War Machine, Volume 5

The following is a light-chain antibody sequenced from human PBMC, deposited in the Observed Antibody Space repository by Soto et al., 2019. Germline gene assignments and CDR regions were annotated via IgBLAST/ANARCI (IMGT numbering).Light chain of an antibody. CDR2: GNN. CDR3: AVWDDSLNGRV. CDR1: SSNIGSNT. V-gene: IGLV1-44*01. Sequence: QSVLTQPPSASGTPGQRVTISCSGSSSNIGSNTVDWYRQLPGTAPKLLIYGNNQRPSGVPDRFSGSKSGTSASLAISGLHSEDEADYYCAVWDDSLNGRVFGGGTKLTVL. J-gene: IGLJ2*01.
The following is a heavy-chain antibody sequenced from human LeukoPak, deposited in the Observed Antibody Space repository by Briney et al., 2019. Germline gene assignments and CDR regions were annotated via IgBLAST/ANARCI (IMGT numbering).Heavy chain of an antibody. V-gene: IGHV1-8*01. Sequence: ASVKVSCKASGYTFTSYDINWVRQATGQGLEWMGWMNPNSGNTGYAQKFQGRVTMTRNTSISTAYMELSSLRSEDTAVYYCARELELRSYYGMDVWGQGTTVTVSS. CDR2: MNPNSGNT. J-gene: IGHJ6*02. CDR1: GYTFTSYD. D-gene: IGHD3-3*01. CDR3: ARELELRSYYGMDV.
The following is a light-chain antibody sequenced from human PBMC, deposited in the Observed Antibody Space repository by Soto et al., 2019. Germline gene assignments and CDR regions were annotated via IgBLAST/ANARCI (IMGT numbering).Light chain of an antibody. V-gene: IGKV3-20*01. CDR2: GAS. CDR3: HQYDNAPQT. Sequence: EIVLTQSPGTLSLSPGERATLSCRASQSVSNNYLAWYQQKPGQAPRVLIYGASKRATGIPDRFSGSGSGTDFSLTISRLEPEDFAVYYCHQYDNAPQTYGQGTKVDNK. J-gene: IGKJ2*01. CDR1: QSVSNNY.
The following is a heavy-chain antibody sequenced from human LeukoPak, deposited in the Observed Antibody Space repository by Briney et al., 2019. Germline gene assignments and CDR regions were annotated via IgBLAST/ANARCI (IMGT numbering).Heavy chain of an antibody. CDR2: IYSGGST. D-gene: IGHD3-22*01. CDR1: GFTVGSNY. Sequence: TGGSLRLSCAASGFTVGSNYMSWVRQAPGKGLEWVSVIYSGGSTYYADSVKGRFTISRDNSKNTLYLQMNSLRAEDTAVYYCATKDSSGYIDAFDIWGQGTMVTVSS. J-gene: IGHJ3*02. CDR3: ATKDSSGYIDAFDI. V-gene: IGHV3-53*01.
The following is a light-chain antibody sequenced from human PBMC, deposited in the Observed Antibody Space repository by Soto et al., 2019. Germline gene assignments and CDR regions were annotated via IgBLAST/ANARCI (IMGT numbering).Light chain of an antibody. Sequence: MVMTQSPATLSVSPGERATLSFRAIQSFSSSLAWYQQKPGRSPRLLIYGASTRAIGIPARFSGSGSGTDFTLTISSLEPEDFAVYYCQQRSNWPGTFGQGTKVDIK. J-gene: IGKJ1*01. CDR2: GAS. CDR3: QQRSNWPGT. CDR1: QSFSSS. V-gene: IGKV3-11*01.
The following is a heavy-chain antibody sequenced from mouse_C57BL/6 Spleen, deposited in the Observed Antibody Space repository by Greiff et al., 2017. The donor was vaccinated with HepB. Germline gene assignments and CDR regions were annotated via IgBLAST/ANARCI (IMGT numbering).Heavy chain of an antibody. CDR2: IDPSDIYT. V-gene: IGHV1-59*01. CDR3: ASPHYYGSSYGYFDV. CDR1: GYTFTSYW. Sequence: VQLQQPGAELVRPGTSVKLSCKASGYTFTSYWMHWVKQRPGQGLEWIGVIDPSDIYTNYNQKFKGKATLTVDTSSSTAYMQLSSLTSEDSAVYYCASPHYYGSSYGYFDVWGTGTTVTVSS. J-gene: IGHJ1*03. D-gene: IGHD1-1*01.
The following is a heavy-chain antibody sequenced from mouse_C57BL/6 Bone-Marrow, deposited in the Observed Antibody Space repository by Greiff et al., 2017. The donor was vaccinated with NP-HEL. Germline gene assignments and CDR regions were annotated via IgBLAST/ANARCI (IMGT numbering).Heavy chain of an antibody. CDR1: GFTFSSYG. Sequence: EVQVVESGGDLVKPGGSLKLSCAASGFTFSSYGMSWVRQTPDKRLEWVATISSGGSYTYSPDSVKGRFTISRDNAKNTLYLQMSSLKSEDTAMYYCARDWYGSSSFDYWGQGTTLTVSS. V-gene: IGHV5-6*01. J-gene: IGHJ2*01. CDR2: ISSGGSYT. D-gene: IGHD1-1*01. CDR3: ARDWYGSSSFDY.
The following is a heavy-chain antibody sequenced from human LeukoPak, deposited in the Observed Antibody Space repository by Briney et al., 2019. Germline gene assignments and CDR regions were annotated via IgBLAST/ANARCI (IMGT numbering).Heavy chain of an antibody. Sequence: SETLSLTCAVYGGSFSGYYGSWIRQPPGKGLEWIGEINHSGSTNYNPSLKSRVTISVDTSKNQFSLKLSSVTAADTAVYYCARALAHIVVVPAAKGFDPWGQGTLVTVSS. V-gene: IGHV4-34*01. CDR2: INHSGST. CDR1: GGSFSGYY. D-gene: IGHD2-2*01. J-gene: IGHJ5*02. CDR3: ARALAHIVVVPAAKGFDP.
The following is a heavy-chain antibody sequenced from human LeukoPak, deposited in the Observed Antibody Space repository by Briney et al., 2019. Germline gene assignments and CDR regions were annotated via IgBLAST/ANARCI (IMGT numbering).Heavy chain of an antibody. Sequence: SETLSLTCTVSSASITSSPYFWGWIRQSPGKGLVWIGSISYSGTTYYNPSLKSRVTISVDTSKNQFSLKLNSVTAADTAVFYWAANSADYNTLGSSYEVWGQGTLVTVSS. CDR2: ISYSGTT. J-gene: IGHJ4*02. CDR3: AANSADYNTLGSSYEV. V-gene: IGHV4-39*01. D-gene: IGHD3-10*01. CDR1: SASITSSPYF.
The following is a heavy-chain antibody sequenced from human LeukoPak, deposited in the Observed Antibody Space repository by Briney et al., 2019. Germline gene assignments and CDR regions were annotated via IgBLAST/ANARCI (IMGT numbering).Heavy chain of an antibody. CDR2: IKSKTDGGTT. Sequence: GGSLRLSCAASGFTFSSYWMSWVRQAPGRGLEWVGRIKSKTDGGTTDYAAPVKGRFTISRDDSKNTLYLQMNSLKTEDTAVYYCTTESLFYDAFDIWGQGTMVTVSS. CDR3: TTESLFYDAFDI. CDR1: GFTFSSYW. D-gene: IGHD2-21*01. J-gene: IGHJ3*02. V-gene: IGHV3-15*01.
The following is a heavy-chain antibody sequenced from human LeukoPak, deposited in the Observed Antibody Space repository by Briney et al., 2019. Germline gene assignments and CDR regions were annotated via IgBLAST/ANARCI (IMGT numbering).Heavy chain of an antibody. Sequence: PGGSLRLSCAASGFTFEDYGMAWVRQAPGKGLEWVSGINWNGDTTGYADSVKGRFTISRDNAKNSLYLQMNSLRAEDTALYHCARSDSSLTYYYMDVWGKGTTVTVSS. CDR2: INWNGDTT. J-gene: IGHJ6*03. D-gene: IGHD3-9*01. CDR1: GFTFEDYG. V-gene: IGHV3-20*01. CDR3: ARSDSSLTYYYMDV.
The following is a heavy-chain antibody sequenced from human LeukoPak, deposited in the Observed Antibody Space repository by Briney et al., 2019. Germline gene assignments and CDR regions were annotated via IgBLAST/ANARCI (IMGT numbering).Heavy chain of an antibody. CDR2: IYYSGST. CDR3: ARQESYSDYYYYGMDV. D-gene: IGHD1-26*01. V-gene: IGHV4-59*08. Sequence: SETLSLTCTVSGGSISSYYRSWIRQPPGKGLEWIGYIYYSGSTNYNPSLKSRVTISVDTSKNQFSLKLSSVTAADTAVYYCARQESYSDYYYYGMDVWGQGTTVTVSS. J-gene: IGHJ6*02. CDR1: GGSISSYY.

90-mm Gun M l (continued) be depressed below 0° and the opportunity was taken to incorporate a radical redesign. The M2 carriage had a totally different design with a low firing platform carried on four outrig­ger legs when firing. It was much handier and quicker to get into action, and some versions also had a small shield. The main change however, was to the gun which became the M2 in which the ammunition feed for anew fuse setter and rammer was added, this making fuse setting much more rapid and accurate and also raising the rate of fire to a possible 27 rounds per minute. Yet more accuracy and lethality was added in late 1944 when the 90-mm (3.54-in) gun was used as one of the first weapons landon to fire the new proximity-fused round one of the most advanced weapon develop­ments of the war years. Using this fuse one gunner managed to shoot down a Focke-Wulf Fw 190 fighter with a sing­le shot as the unfortunate aircraft attempted to intervene in the Arden­ nes campaign. The 90-mm (3.54-in) gun and the proximity fuse were also instrumental in the defeat of the V-l flying bombs over southern England. The 90-mm (3.54-in) gun in all its forms was manufactured in large num­bers. By August 1945 a total of 7831 of all types had been produced. Tliis in­cluded some guns intended for static mounting only and some guns were indeed used around the coasts of the continental USA in a dual anti-aircraft/ coastal role. The 90-mm (3.54-in) gun was also used in a purely coast defence mount­ing in a special armoured turret and atone stage it was proposed that these turrets would even have their own automatic loaders thus removing the need for men to crew them inaction as they would be aimed and fired by re­mote control. The 90-mm (3.54-in) gun was also used in M36 tank destroyers mounted on Sherman chassis and there were several advanced designs involved in the production of a towed 90-mm 54-in) (3 anti-tank gun but none of these saw service. Specification 90-mm Gun M2 on Mount M2 Calibre: 90 mm (3.54 in) Weight: complete 14651 kg (32300 lb) Dimensions: length travelling 9021 m (29 ft 7.15 in) height 3.073 m (10 ft 1 in) wheelbase 4.166 m (13 ft 8 in) length of barrel 4.50 m (14 ft 9.2 in) Elevation: +80°/-10° Traverse: 360° Maximum ceiling: 12040 m (39500 ft) Shell weight: 10.6 kg (23.4 lb) Muzzle velocity: 823 m (2700 ft)per second USSR The Soviet 85-mm guns By the late 1930s the Soviet armed forces in common with many other armed forces of the time decided that the anticipated increases in aircraft performance over the next few years would soon render their current anti­aircraft weapons obsolete. According­ly they set about looking for a more modern anti-aircraft gun with abetter all-round performance but in typical Soviet fashion instead of designing anew weapon they used an old design as the basis for anew weapon. They simply took the 76.2-mm (3-in) Model 1938 and enlarged it all round to be­come an 85-mm (3.346-in) gun The new gun was designated the 85-mm Anti-Aircraft Gun Model 1919 and is sometimes known as the KS-12. The Model 1939 was very similar to the 76.2-mm (3-in) Model 1938 but could be easily recognized by its mul- ti-baffle muzzle brake a feature lacked by the 76.2-mm (3-in) gun. A shield was an optional extra. Production of the Model 1939 was just getting underway at Kaliningrad near Moscow when the Germans invaded in 1941 so the entire plant was moved to the Urals for the rest of the war. Once back in pro­duction the Model 1939 became the standard heavy anti-aircraft gun of the Red Army though it was replaced in production during 1944 by the more powerful 85-mm Anti-Aircraft Gun Model 1944 or KS-18. This was virtually the same weapon as the Model 1939, but could use a more powerful charge to boost all-round performance with the same projectile as that of the Model 1939 Both the Model 1939 and the Model 1944 were designed from the outset to be used as anti-armour weapons in the same manner as the German '88'. They were so successful in this role that the Germans prized themas war booty and used any captured examples alongside their own 88s under the de­signations 8.5-cm Flak M.39(r) and 8.5- cm Flak M.44(r). As with the Soviet 76.2-mm (3-in) guns captured exam­ples were also shipped back to the Reich for home defence where they were rebored to the standard German 88 mm (3465 in) once all captured ammunition stocks had been ex­pended. Most of the guns used in this byway the Germans were Model 1939s which became 8.5/8.8-cm Flak M.39(r) guns The Model 1939 and the Model 1944 were both good anti-aircraft guns and this is attested by the fact that many are still inactive service to this day. Num­bers are instill service with some of the Warsaw Pact nations (but -not the Soviet Union itself) and they are likely to be encountered in countries as di­verse as the Sudan and Vietnam. Large numbers were active during the Viet­nam conflict against the US Air Force, These 'modern' guns now usually rely on some form of centralized fire- control system usually radar-based, and the original on-carrier fire controls are now either removed or little used. The 85-mm 346-in) (3 gun itself was used as the basis for a number of other Soviet weapon projects. It was adopted to become the main arma­ment of the SU-85 assault gun/tank des­troyer and was even adapted for use on a towed anti-tank gun mounting Specification 85-mm Anti-Aircraft Gun Model 1939 Calibre: 85 mm (3.346 in) Weight: travelling 4220 kg (9303 lb) and firing 3057 kg (6739 lb) Dimensions: length travelling 7.049 m (23 ft 1.5 in) width 2.15 m (7 ft 0.65 in) height 2.25 m (7 ft 4.6 in) length of barrel 4.693 m (15 ft 4.76 in) length of rifling3.494m(ll 54 ft5 in) Elevation: +827-2° Traverse: 360° Maximum ceiling: 10500 m (34450 ft) Shell weight: 9.2 kg (20.29 lb) Muzzle velocity: 800 m (2625 ft)per second The 85-mm anti-aircraft gun was developed from the successful 76.2- m m series and proved highly ineffective service. Much prized by the Germans captured equipment was used alongside the famous ‘88’. Many were used in the defence of Germany from the Allied bombing campaign. The Soviet 85-mm (3.346-in) Model 1939 was so good that some were instill use in Vietnam during the early 1970s. The gun was also known as the KS-12 and was much used by the Germans after 1941 many being re­ bored to take 88-mm (3.465-in) German ammunition. 1200